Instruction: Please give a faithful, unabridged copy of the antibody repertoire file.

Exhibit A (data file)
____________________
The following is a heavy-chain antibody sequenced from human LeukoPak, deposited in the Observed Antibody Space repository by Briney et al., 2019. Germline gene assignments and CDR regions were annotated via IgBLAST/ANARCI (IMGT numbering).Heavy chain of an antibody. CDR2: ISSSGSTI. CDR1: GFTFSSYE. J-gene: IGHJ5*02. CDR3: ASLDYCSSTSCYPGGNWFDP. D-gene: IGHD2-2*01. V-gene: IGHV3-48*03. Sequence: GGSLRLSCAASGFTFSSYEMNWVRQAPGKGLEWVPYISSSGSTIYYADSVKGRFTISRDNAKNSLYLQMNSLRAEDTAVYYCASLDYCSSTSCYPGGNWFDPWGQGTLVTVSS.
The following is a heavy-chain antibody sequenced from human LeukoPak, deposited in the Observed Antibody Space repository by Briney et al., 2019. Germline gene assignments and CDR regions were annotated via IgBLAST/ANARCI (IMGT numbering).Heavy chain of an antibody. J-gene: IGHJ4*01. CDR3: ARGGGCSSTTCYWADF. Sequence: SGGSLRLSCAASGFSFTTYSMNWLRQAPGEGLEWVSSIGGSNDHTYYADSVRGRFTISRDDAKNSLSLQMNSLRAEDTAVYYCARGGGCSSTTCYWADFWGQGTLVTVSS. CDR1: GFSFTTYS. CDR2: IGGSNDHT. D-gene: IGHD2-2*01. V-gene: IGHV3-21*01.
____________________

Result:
The following is a heavy-chain antibody sequenced from human LeukoPak, deposited in the Observed Antibody Space repository by Briney et al., 2019. Germline gene assignments and CDR regions were annotated via IgBLAST/ANARCI (IMGT numbering).Heavy chain of an antibody. CDR2: ISSSGSTI. CDR1: GFTFSSYE. J-gene: IGHJ5*02. CDR3: ASLDYCSSTSCYPGGNWFDP. D-gene: IGHD2-2*01. V-gene: IGHV3-48*03. Sequence: GGSLRLSCAASGFTFSSYEMNWVRQAPGKGLEWVPYISSSGSTIYYADSVKGRFTISRDNAKNSLYLQMNSLRAEDTAVYYCASLDYCSSTSCYPGGNWFDPWGQGTLVTVSS.
The following is a heavy-chain antibody sequenced from human LeukoPak, deposited in the Observed Antibody Space repository by Briney et al., 2019. Germline gene assignments and CDR regions were annotated via IgBLAST/ANARCI (IMGT numbering).Heavy chain of an antibody. J-gene: IGHJ4*01. CDR3: ARGGGCSSTTCYWADF. Sequence: SGGSLRLSCAASGFSFTTYSMNWLRQAPGEGLEWVSSIGGSNDHTYYADSVRGRFTISRDDAKNSLSLQMNSLRAEDTAVYYCARGGGCSSTTCYWADFWGQGTLVTVSS. CDR1: GFSFTTYS. CDR2: IGGSNDHT. D-gene: IGHD2-2*01. V-gene: IGHV3-21*01.